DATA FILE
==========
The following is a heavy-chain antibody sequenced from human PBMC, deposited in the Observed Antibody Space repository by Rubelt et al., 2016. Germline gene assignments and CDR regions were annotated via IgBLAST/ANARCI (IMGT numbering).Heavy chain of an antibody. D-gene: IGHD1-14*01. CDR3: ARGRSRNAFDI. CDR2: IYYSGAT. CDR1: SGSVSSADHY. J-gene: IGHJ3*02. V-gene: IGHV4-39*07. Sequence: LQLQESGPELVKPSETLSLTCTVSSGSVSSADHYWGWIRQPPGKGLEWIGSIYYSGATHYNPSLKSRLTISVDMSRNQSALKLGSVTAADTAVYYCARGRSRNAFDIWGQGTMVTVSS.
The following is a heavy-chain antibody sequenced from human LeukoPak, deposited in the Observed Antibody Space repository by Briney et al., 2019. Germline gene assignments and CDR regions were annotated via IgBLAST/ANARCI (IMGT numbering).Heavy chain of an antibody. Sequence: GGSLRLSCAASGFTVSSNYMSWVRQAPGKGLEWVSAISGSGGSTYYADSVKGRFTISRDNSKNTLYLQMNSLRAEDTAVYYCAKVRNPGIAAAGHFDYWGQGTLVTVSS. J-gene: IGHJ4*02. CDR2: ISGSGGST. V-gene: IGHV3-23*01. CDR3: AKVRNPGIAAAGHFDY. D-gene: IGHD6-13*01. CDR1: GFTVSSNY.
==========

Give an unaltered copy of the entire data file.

The following is a heavy-chain antibody sequenced from human PBMC, deposited in the Observed Antibody Space repository by Rubelt et al., 2016. Germline gene assignments and CDR regions were annotated via IgBLAST/ANARCI (IMGT numbering).Heavy chain of an antibody. D-gene: IGHD1-14*01. CDR3: ARGRSRNAFDI. CDR2: IYYSGAT. CDR1: SGSVSSADHY. J-gene: IGHJ3*02. V-gene: IGHV4-39*07. Sequence: LQLQESGPELVKPSETLSLTCTVSSGSVSSADHYWGWIRQPPGKGLEWIGSIYYSGATHYNPSLKSRLTISVDMSRNQSALKLGSVTAADTAVYYCARGRSRNAFDIWGQGTMVTVSS.
The following is a heavy-chain antibody sequenced from human LeukoPak, deposited in the Observed Antibody Space repository by Briney et al., 2019. Germline gene assignments and CDR regions were annotated via IgBLAST/ANARCI (IMGT numbering).Heavy chain of an antibody. Sequence: GGSLRLSCAASGFTVSSNYMSWVRQAPGKGLEWVSAISGSGGSTYYADSVKGRFTISRDNSKNTLYLQMNSLRAEDTAVYYCAKVRNPGIAAAGHFDYWGQGTLVTVSS. J-gene: IGHJ4*02. CDR2: ISGSGGST. V-gene: IGHV3-23*01. CDR3: AKVRNPGIAAAGHFDY. D-gene: IGHD6-13*01. CDR1: GFTVSSNY.